It was -7c in the night but now morning is here and the frost lies scattered like ashes. It’s Thanksgiving Day.
In the early hours I held her hand, bones wrapped in bulging veins and parchment skin. She closed her eyes and asked me every thirty seconds of that blue-light half hour to inject her with something that would knock her out.
How could I? I am not a nurse.
They’re not coming. No one is coming.
I promised they would because if I believed it then maybe she could too but the only thing she believed in right then was agony. Agony without rescue.
She wanted to know where her zimmer frame was but it was propping open the door, eagerly listening for the doorbell. I smiled and assured her that she wouldn’t have to walk for the privilege of blue lights and made sure to tuck a packet of malted milk biscuits and her favourite cardigan into her overnight bag.
Though the nurse’s initial phone call had brought a twinge of fright, I was not afraid. Help was coming though I wasn’t sure she believed it.
Again and again I reminded her until she began to ask not if they would arrive but when.
Then the green jackets arrived, one looking perpetually startled and the other with beautiful golden curls.
That’s what your heart is supposed to look like.
But MI and AF and ischaemia followed by a muddle of words I’d never heard before began to coil themselves round the hundreds of wires and collapsing veins scribbled across the body of the butterfly-hearted lady.
And the RGN kept asking if we should give her some oxygen and the veins kept collapsing and the paramedic kept scowling at the ECG machine and I kept standing by the bed, out of the way because she was frightened and had begged me not to desert her.
She was so pale.
And then she was gone in a flash of green and blue and I wished I could go with her so that she wouldn’t be alone. None of us noticed that the milkman had already been and gone.
The staff nurse explained ECGs to me as we waited for the doctor’s call. She reckoned oxygen would ease some of the problem and morphine would ease the pain. But morphine would only slow her already drooping heart rate.
She’s ninety-six with DNR and an ongoing chest infection she said.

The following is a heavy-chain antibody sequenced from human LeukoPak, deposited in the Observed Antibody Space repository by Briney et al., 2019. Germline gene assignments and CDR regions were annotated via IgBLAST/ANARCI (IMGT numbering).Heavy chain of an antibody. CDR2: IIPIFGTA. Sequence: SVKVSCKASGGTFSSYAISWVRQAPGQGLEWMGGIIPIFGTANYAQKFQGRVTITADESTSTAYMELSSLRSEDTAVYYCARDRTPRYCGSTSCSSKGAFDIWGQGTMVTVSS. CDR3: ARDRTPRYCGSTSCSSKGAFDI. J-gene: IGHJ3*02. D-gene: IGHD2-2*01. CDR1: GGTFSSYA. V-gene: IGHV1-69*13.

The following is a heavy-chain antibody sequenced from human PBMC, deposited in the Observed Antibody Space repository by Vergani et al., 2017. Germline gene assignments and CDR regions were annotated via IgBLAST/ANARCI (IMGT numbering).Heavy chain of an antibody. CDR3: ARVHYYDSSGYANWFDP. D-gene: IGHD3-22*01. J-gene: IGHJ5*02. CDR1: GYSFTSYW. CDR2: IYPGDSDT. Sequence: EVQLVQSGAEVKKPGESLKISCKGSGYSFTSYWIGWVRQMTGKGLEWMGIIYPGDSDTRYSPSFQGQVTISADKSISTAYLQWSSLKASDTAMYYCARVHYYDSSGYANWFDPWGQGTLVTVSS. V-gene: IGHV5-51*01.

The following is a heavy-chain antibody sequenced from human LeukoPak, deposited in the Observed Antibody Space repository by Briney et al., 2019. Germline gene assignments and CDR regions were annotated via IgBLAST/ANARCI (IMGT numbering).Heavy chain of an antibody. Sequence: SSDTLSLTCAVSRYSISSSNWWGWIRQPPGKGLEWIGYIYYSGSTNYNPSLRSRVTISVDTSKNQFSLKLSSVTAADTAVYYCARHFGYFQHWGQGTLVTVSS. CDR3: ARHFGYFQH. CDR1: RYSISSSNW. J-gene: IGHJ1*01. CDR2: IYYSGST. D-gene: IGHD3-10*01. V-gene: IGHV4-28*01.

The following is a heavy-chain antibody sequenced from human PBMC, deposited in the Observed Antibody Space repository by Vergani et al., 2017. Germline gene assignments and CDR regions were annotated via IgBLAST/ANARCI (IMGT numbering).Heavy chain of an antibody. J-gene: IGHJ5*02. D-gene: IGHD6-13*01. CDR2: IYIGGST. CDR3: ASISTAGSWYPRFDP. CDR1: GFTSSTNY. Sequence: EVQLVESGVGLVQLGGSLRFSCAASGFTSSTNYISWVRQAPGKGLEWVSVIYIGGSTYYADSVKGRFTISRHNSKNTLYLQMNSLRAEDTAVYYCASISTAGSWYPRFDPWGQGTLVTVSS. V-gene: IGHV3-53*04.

The doctor phoned. He was so loud in the 3am stillness that I could hear him talking to the nurse from where I sat. He said the same thing she had: we can only make her comfortable. I let the nurse tell me anyway. It’s her way of processing things just like writing is mine.
Deep down, I hoped that the son would realise that he couldn’t just go back to bed.
It’s funny how you instinctively know when you have entered into someone’s last hours. Even stranger is that it does not bother me.
The morning run was busy but we made good time and clocked out as if it had been a regular night.
I had walked in the door, taken my jacket and shoes off, and put the kettle on before the calmness evaporated. I sat on the kitchen counter and cried as the winter sun rose over the Pentland hills.
Lord, I need to toughen up.
No, I thought as I watched two magpies playing in the tangled branches.
No. A puppy was gallivanting through a tumble of frosted leaves.
No. Some sparrows chittered animatedly nearby.
May the day never come where it doesn’t bother me. May I always know to hold someone’s hand and speak softly to them. If ever I am too much of anything, may it not be too tough but too tenderhearted.
My prayers turned to the butterfly-hearted lady and the son who loved her. Today will be hard for them.
It was -7c in the night but now the morning is here and the frost lies scattered like ashes. It’s Thanksgiving Day.
*Against all odds, she was up and eating the next morning. However, a few days later the butterfly-hearted lady passed away, wrapped in morphine and a red cashmere cardigan.*